Driving without a license is against the law, and if you get caught, you could suffer the consequences in Arizona. The penalties for driving without a license depend on the driver's circumstances. These four situations will dictate the level of consequences for no license while operating a vehicle:
- The driver never had a driver's license
- The driver doesn't have their license on them at the time they are pulled over or in an accident
- The driver has an expired license
- The driver's license has been suspended or revoked
In this article, we'll discuss these situations and the consequences that apply when someone is cited for driving with no license in the state of Arizona.
If you've been in an accident, regardless of whether you had your license or not, you may still be entitled to financial compensation. To schedule a free, no-obligation initial consultation and case review with our car accident lawyers at Impact Legal, call or text (602) 345-1818 or fill out our convenient and confidential online contact form here.
Note that while driving with no license may carry criminal penalties, it does not automatically put you on the hook for the liability if you are in an accident. Call us today to find out if you have legal recourse in your car accident case.
When You've Simply Forgotten Your License
If you are stopped or in a car accident, you will need to show your driver's license to the responding officer. In most cases, when people don't have their license in these situations, they've simply forgotten them at home or some other place. In this scenario, the officer will typically give you a citation for driving without your license resulting in a $120 fine. Generally, when you show up in court with proof of your license, the fine will be dismissed.
When You've Let Your License Expire
In Arizona, driver's licenses don't expire until the holder is 65 years old. Seniors who have accidentally let their license expire may likely be able to get the court to lower their Class 2 Misdemeanor to a $120 fine.
When You've Driven with a Suspended or Revoked License
Driving with a suspended or revoked license can lead to serious consequences. When a driver is found driving with a suspended, revoked, or canceled license, ARS 28-3473 outlines the violation and punishment. The penalty for violating this law may be a Class 1 misdemeanor, up to six months jail time, and a maximum fine of $2,500. Further, your suspended license will likely be extended or lead to a complete revocation of your license.
28-3473. Driving on a suspended, revoked, or canceled license; violation; classification
- Except as provided in section 28-3482, a person may not operate a motor vehicle on a public highway if the person's privilege to drive a motor vehicle is suspended, revoked, canceled, or refused or if the person is disqualified from driving.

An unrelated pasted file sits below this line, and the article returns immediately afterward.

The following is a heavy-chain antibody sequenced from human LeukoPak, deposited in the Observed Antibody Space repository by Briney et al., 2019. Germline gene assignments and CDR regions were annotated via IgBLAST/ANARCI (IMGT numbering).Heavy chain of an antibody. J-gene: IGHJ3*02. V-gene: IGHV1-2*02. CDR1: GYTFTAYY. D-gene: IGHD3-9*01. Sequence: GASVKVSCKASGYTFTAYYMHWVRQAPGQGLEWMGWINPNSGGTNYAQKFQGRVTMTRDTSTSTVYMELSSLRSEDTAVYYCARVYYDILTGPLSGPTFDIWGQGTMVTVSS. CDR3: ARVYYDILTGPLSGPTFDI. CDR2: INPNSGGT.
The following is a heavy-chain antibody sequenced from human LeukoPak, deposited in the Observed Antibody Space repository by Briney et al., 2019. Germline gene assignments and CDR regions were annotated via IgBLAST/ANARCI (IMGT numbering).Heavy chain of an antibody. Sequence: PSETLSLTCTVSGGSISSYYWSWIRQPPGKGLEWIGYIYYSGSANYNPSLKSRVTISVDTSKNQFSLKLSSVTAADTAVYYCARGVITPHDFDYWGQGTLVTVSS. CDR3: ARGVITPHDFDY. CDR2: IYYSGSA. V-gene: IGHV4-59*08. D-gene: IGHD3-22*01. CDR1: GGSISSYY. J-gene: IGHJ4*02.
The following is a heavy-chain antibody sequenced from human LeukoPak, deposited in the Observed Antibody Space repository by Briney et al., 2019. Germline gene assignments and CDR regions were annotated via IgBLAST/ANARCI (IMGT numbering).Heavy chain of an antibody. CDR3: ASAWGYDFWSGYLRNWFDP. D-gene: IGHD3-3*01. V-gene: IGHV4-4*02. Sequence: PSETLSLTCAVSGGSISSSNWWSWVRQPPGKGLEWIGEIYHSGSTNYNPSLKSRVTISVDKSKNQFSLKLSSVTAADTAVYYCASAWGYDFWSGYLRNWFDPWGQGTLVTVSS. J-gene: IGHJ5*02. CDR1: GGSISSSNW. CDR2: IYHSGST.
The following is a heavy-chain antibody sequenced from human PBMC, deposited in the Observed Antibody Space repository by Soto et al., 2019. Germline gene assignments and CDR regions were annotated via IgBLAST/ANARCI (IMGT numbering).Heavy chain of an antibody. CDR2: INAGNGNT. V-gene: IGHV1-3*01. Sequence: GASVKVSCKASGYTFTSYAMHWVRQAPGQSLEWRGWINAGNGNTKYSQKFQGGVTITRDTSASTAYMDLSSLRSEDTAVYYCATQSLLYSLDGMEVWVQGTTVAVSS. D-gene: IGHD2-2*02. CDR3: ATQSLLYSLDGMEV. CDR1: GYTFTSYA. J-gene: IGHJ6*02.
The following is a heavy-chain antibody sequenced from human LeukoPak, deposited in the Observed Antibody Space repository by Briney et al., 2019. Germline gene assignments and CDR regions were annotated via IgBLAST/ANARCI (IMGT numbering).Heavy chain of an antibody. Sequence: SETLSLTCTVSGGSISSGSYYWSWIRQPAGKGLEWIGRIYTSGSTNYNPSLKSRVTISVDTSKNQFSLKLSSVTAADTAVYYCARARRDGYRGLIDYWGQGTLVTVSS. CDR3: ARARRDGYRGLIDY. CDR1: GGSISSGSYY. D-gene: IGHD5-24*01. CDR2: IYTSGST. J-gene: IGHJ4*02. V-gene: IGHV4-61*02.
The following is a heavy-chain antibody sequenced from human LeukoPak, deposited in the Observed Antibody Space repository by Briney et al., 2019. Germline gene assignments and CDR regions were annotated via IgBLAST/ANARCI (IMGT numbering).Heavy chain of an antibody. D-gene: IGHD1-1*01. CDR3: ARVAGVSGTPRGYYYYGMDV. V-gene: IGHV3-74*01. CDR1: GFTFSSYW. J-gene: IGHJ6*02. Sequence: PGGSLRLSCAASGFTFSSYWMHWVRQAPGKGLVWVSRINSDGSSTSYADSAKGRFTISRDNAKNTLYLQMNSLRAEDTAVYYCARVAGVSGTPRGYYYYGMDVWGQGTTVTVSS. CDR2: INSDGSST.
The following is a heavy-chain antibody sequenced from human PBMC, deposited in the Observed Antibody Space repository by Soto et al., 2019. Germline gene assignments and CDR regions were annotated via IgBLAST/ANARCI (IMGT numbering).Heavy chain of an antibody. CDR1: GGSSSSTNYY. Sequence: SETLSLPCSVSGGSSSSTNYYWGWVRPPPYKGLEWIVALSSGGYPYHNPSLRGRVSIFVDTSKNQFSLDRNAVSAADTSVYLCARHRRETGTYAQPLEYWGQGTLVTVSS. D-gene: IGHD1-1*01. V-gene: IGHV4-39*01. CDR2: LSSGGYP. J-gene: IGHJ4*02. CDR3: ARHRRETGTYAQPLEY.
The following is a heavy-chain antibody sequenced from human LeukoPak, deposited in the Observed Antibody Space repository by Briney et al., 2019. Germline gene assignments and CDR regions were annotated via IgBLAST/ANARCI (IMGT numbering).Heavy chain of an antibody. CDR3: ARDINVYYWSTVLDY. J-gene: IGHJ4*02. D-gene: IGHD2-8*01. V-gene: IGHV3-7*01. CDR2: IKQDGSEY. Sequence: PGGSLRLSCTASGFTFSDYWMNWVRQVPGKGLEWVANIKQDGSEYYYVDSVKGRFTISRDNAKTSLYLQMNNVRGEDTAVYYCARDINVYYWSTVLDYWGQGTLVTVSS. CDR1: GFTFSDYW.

- A person who violates this section is guilty of a class 1 misdemeanor.
If your suspended or revoked license was the result of a DUI, your charges will likely be greater.
When You've Never Had a License
If you're caught driving with no license and you've never obtained a license, you could be charged with a Class 2 misdemeanor, pursuant to ARS 28-3151. The punishment for these charges includes a jail sentence of up to four months and/or a maximum fine of $750.
28-3151. Driver license requirement
- Unless exempt pursuant to this chapter, a person shall not drive a motor vehicle or vehicle combination on a highway without a valid driver's license and proper endorsement as prescribed by this chapter.
- A person who is licensed under this chapter is entitled to exercise the privilege granted by this chapter on highways and is not required to obtain another license to exercise the privilege by a county, municipal or local board or a body with authority to adopt local police regulations.
What If I Get into an Accident While Driving Without a License?
While driving without a license is illegal, if you're in an accident, it won't stop you from filing a claim to pay for damages. The fact that you had no license will be treated as a separate issue. The at-fault party or parties will still be responsible for the damages and injuries the wreck caused. Additionally, driving without a license doesn't automatically put you at fault for the accident, as it is treated as a separate issue. You should consult a car accident lawyer.
Get a Trusted Lawyer on Your Side
Regardless of whether you were the unlicensed driver or the licensed driver in the accident, the at-fault party will be responsible for damages and injuries caused. Schedule a free consultation with our car accident lawyers at (602) 345-1818 or fill out our online form here. We're standing by to help you get the compensation you need and deserve so that you can recover and get back to your life.
The information on our blog and website is for general informational purposes only, and it is not intended to serve as legal advice. For legal advice about your unique situation, call or text our car accident lawyers today.
We are located in Arizona and New Mexico. We serve clients in Phoenix, Tucson, Mesa, Scottsdale, Glendale, Peoria, Maricopa, and the entire state of Arizona. We also serve clients in Santa Fe, Albuquerque, Roswell, Farmington, Los Alamos, Las Cruces, and the entire state of New Mexico.